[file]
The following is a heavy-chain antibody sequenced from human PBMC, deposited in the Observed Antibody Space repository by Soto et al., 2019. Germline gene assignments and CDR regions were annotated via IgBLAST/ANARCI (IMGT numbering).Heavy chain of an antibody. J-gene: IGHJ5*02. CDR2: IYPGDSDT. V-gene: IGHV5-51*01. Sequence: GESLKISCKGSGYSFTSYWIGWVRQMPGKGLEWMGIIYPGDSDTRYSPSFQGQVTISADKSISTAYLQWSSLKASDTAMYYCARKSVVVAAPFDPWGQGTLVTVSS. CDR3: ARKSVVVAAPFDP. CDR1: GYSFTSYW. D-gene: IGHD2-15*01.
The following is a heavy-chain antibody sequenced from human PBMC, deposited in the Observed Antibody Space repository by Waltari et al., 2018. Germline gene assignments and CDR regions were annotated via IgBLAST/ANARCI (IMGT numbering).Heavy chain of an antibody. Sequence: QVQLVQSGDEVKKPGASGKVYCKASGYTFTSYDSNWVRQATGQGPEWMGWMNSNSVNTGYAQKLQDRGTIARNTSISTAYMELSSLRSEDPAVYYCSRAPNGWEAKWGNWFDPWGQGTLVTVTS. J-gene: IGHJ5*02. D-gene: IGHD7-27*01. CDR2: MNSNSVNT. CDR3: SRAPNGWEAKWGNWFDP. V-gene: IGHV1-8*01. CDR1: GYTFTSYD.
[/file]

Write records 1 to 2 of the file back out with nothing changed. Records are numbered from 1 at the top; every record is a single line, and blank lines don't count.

The following is a heavy-chain antibody sequenced from human PBMC, deposited in the Observed Antibody Space repository by Soto et al., 2019. Germline gene assignments and CDR regions were annotated via IgBLAST/ANARCI (IMGT numbering).Heavy chain of an antibody. J-gene: IGHJ5*02. CDR2: IYPGDSDT. V-gene: IGHV5-51*01. Sequence: GESLKISCKGSGYSFTSYWIGWVRQMPGKGLEWMGIIYPGDSDTRYSPSFQGQVTISADKSISTAYLQWSSLKASDTAMYYCARKSVVVAAPFDPWGQGTLVTVSS. CDR3: ARKSVVVAAPFDP. CDR1: GYSFTSYW. D-gene: IGHD2-15*01.
The following is a heavy-chain antibody sequenced from human PBMC, deposited in the Observed Antibody Space repository by Waltari et al., 2018. Germline gene assignments and CDR regions were annotated via IgBLAST/ANARCI (IMGT numbering).Heavy chain of an antibody. Sequence: QVQLVQSGDEVKKPGASGKVYCKASGYTFTSYDSNWVRQATGQGPEWMGWMNSNSVNTGYAQKLQDRGTIARNTSISTAYMELSSLRSEDPAVYYCSRAPNGWEAKWGNWFDPWGQGTLVTVTS. J-gene: IGHJ5*02. D-gene: IGHD7-27*01. CDR2: MNSNSVNT. CDR3: SRAPNGWEAKWGNWFDP. V-gene: IGHV1-8*01. CDR1: GYTFTSYD.